One of you will end up here next!
Last edited by chromium; 10-13-14 at 08:43 PM.
That the 14th's equal protection clause *doesn't* mention race leads me to believe it was left intentionally broad. It could be used gradually by the courts to achieve equality for different groups once there was sufficient support, instead of having to go thru the damn amendment process over every single issue.
Marriage Penalty). The net effect of SSM on tax revenues is fairly modest, according to the only decent estimate I've seen.
Revisiting the state and federal income tax effects of legalizing same-sex marriages Journalist's Resource: Research for Reporting, from Harvard Shorenstein Center
Those estimates assume (unrealistically) that 100% of same sex couples living together get married, so if, say, only half do, cut those figures in half. But roughly 30 states will benefit or see no change, and 20 will see revenues drop.- Twenty-three states would realize a net fiscal benefit from legalization of same-sex marriage, the greatest gain being in New York, with an estimated $16 million in additional revenue. California would lose an estimated $29 million, and 20 other states would also experience a decline in revenue. The remaining seven states do not levy an income tax and therefore would be unaffected.
- The aggregate impact on revenue across all states would be negative, but small relative to the size of overall state revenues, ranging from a loss of $2.6 million to $18 million
- At the federal level the government would lose revenue, with the decline estimated to be between $187 million and $580 million. While not insignificant, it is just 0.02% of total revenue for the U.S. federal government in 2013, $2.8 trillion.
You're right that we've by and large thought of marriage as a hetero institution, until recently. That's simply because it wasn't seen as possible before and it was just one of several reasons to wish to be heterosexual instead. But that wasn't possible either, so there was no recourse but to feel hated and bitter about the whole thing. It's not that it was "dumb" but the institution did serve to oppress (including single heteros) who did not take part.
Now that homosexuality is becoming accepted and other rights, not just marriage, are becoming reality, a lot of the hostility and mockery of this institution can fade without accepting 2nd class status. It's no longer threatening and in fact, your suspicion answers itself since marriage really is no longer exclusively a hetero thing. The embracing of it is a reaction to no longer being excluded, go figure.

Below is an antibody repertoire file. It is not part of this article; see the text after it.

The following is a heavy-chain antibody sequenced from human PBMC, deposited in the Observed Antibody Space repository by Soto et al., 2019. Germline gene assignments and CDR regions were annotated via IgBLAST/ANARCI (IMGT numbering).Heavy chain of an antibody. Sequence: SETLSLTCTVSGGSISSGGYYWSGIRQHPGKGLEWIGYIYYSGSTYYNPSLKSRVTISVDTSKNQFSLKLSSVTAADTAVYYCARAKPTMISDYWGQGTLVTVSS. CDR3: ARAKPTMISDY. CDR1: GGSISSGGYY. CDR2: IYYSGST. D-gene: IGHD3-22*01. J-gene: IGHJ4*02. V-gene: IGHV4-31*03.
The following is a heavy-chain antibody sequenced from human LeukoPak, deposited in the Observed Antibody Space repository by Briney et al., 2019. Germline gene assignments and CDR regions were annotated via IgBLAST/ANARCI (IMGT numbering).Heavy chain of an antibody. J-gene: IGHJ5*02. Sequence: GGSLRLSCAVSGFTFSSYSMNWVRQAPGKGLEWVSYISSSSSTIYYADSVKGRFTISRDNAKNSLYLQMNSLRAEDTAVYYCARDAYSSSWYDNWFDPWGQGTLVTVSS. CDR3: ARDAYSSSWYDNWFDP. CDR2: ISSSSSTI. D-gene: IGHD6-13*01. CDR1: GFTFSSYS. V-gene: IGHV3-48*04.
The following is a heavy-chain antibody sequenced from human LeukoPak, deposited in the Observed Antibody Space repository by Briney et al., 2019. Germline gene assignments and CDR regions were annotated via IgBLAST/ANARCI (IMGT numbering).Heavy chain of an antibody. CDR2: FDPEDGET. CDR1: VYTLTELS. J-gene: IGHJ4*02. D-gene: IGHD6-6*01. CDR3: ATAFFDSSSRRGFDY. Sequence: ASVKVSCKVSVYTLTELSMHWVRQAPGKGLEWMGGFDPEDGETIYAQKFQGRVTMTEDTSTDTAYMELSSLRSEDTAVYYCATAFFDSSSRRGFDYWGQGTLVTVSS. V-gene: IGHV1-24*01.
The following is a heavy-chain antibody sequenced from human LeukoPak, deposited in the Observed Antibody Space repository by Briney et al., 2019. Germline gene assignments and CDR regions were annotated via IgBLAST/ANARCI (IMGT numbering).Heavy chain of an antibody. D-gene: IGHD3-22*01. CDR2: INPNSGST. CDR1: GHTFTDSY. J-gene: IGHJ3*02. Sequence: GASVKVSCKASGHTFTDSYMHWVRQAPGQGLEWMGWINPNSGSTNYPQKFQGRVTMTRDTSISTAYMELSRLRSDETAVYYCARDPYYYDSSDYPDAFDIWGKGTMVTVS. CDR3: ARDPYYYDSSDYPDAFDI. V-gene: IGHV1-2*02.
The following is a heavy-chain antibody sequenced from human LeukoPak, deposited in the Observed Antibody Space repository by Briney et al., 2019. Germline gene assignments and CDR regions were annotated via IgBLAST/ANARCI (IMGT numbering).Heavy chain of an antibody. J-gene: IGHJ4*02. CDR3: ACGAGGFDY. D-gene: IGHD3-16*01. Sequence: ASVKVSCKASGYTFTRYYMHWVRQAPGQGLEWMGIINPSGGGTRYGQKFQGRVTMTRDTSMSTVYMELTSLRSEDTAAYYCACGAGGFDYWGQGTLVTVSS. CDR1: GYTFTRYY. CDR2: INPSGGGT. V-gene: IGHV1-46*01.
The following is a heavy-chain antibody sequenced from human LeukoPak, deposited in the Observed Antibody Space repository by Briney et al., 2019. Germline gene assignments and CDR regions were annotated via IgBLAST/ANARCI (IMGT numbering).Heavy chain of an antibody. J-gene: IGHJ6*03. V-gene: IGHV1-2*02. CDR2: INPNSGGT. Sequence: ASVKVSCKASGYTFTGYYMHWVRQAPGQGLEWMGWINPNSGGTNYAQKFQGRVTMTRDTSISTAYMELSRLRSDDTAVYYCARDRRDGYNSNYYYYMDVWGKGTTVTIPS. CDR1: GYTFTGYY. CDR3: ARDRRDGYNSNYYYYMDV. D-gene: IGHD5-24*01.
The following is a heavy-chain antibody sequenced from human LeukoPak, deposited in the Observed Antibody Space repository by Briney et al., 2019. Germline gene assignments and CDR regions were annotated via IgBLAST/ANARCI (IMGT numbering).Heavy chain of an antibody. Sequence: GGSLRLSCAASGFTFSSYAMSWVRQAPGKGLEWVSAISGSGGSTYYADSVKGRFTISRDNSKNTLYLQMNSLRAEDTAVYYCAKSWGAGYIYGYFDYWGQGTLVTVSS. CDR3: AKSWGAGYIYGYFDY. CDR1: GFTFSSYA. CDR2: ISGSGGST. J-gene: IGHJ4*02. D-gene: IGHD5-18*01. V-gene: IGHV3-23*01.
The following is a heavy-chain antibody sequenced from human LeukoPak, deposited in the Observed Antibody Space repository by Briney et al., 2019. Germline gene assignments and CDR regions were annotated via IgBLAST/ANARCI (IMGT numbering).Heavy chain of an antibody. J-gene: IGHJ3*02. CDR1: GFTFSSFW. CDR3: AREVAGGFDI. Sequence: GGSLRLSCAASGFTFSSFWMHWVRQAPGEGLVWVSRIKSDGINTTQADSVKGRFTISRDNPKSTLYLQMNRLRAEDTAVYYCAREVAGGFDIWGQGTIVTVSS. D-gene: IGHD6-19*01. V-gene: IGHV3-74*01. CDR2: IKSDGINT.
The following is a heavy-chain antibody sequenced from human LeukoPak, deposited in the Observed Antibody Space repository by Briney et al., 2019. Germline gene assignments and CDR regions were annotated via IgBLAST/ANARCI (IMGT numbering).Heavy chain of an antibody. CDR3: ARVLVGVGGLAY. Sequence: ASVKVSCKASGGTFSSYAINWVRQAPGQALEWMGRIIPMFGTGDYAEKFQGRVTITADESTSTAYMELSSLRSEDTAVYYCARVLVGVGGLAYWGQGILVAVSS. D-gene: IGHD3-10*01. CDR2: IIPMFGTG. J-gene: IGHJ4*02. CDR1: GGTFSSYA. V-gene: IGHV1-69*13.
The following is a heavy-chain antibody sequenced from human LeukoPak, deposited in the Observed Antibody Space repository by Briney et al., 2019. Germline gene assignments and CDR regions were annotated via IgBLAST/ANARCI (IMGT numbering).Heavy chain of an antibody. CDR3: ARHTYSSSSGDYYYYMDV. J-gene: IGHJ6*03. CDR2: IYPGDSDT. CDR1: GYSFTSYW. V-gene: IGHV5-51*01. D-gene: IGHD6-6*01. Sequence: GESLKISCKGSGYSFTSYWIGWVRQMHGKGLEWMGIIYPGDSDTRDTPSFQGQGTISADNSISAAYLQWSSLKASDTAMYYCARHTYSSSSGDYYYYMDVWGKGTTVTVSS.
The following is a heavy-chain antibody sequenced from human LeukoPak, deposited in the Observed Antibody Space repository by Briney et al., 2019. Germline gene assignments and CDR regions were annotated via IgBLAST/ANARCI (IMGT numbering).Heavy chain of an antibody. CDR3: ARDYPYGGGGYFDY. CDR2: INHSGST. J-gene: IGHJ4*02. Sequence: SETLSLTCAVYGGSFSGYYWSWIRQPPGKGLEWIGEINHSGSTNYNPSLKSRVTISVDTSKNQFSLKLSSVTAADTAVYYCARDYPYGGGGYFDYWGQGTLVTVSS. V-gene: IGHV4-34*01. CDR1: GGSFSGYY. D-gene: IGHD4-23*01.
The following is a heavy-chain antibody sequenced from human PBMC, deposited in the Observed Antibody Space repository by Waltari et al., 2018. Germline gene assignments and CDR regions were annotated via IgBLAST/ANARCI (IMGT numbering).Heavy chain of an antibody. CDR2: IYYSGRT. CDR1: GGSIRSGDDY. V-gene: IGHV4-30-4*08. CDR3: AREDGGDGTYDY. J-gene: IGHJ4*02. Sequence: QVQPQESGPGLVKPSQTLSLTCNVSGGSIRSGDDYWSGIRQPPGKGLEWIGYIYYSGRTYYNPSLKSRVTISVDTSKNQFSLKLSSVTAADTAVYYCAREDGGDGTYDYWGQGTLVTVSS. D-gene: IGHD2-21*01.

No society is better off disenfranchising perfectly good, contributing segments of it's population. Esp. segments that have not been shown to do any harm to individuals or society.
No society should support bigotry. (Again...esp, in the face of the fact that there is no harm done or shown...then it's just personal beliefs. Bigotry)
Imagine what we're hostile to that will be seen that way in another century... It's difficult to imagine that equal rights for gays isn't one such issue. But I imagine that there will be things we haven't even thought of yet that will be fundamental rights to future generations.Today, most of us indeed see those as intrinsic to any free society, but the fact it took 50 and 100 years respectively gives us a sense of the hostility to them in 1870. I doubt the 15th could have passed if it included women and unlike the 14th, it was tailored as a specific response ("race, color, or previous servitude") to specific southern tactics to undermine the 1866 Civil Rights Act ("black codes").
I agree. This is likewise why we don't need a constitutional amendment endorsing SSM. Unfortunately, we might need one to completely protect the rights of women. Too often, legislation and the courts don't live up to the promises in the 14th amendment when it comes to issues for women.That the 14th's equal protection clause *doesn't* mention race leads me to believe it was left intentionally broad. It could be used gradually by the courts to achieve equality for different groups once there was sufficient support, instead of having to go thru the damn amendment process over every single issue.
Liberté. Égalité. Fraternité.